Buying more in-season fruit, hosting backyard gatherings, being too “lazy” to cook with the heat: Summer brings hella ways to waste food. This on top of an already staggering amount of food, people in general, and Americans in particular throw away, from uneaten leftovers to spoiled produce.
The EPA estimated that in 2018 about 68 percent of the wasted food Americans generated—or about 42.8 million tons—ended up in landfills or combustion facilities. When food ends up in landfills, it rots and then starts to emit methane, a greenhouse gas far more impactful than carbon dioxide. Food waste in fact may account for as much as 10 percent of human induced greenhouse gas emissions.
If you are not swayed by environmental concerns, consider this: A typical household of four tosses out about $1,600 of food each year. What it all boils down to is how we shop, store, eat and dispose of our food is not merely a passive process.
As the farmer, activist and author Wendell Berry states, “eating is an agricultural act.” Eating bestows our place in the food chain, and when done with an eye to the big picture gives each one of us a chance to know or re-imagine the connections between eating and the land. How we eat, and what we throw away, reveals much about our relationship to the environment.
Summer food bummers
During the hotter summer months, the heat causes foods to break down faster, changing their appearance or flavor and causing them to go bad, if not properly stored. Try these tips to cut down on food waste and make the most of the summer bounty.
Smart Ways to Reduce Food Waste in Summer
1. Tune into summer appetites
You know you won’t want to turn your oven on in the extreme heat of summer, so that rules out a bevy of recipes. Also note that heat may cause your appetite to change (you might be less hungry during the heat of the day and crave lighter foods such as salad and melon). Plan accordingly by shopping seasonally, stocking up on fresh fruits and vegs, things you can throw on the grill and items that lend themselves to quick and easy meals.
Avoid “aspirational shopping”—in this case anything too complex—which often means well intentioned novelty items tend to sit in the back of the fridge for a few weeks, quietly decomposing. Take stock of what foods go bad and notice any patterns. What do you always end up throwing away (celery, anyone)? If you do have food that’s past its prime, don’t be afraid to repurpose. Smoothies, for example, are very forgiving toward mushy bananas and other overripe fruit.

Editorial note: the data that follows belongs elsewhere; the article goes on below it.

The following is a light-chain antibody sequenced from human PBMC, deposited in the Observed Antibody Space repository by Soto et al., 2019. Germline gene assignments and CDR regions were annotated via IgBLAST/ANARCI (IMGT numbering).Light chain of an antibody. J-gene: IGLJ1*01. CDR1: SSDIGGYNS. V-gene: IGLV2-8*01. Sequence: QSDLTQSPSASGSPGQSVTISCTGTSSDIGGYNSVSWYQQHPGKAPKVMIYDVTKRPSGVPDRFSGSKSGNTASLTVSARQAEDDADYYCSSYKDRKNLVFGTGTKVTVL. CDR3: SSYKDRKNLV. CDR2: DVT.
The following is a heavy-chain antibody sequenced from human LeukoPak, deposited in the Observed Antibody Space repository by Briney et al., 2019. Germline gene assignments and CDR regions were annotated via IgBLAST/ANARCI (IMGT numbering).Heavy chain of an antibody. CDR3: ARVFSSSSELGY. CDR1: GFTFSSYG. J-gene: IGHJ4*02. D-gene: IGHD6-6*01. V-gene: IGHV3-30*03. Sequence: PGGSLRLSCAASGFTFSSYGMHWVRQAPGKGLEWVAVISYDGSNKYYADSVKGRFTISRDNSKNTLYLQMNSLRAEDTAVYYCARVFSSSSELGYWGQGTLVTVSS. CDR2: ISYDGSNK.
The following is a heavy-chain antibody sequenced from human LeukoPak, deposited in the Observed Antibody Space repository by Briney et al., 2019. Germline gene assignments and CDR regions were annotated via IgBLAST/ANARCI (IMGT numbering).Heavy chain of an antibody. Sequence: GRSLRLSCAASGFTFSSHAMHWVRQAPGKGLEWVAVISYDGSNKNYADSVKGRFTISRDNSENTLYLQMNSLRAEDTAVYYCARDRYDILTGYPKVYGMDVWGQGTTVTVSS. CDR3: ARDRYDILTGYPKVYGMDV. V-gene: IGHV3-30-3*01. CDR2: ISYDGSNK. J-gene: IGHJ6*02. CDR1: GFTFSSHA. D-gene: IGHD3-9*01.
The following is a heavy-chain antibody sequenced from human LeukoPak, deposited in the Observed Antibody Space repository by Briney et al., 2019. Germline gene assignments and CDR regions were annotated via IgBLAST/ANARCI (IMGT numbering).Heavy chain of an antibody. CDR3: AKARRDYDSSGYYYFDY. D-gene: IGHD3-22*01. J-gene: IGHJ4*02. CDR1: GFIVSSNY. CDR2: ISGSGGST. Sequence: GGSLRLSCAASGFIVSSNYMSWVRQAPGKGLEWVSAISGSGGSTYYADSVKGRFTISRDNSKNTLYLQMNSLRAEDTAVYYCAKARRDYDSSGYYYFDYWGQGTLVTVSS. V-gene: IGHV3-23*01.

2. Get savvy about storing produce
Store fruits and vegetables for maximum freshness; they’ll taste better and last longer, helping you to eat more of them. Many fruits give off natural gases, such as ethylene, as they ripen, making other nearby produce spoil faster. Store bananas, apples and tomatoes by themselves, and store fruits and vegetables in different bins. Wait to wash berries until you want to eat them to prevent mold. If you like to eat fruit at room temperature, store it in the refrigerator for maximum freshness, then take out what you’ll eat for the day out of the refrigerator in the morning.
If you realize that you won’t be able to use food before it’s too late, avail yourself upon your steadfast freezer. You can freeze almost anything, truth be told. Cheese, bread, grains, fruits, veggies, milk and leftovers. Note that if freezing things in glass jars, unless specified as freezer-safe glass, the glass may crack or shatter as the liquids solidify. Make sure that either with a jar or a zip lock freezer bag that you leave room at the top for expansion, as many liquids expand as they freeze.
If you are freezing small baked goods like cookies or scones, you can just freeze them in a bag after removing as much air as possible. Baked goods dry out fast, so whole loaves of bread should be wrapped tightly in plastic, then again in foil or a freezer bag.
4. Take sell by dates with a grain of salt
Knowing what the expiration dates mean will help you determine whether you can use a product before the quality starts to deteriorate. “Sell by” informs retailers when the product should be sold or removed from the shelves. “Best by” suggests dates that consumers should use their products by. “Use By” indicates when a product will start deteriorating in quality and flavor as determined by the manufacturer. But none of these terms means that the product is unsafe to eat after the given date. Follow your nose, literally, and do your own sniff test to check for spoilage.
5. Barbecue without food bloat
Food is safe at room temperature for no more than 4 hours, but only half that if it’s sitting in the direct sunlight at any time. If you’re setting out a deluxe spread, plan for a few items that won’t spoil (chips, chocolate chip cookies) and plate the rest in small portions on smaller platters. Replenish at least once during the barbecue rather than heaping too-large bowls outside and risking their spoilage.
For the food you do set out, turn on an alarm or timer so you know when to refresh. And divvy up the leftovers with your guests, letting them know to arrive with jars or storage containers to bring home any leftovers so your home isn’t overwhelmed for days.
6. Get on board with compost
Composting leftover food is a beneficial way to reuse food scraps and transform food waste into healthy nourishment for soil and plants. While not everyone has room for an outdoor composting system, there’s many countertop composting options that make composting easy and accessible for everyone, even those with limited space. An outdoor composter works well for someone with a yard, while a countertop composter is best for city dwellers with houseplants or small herb gardens.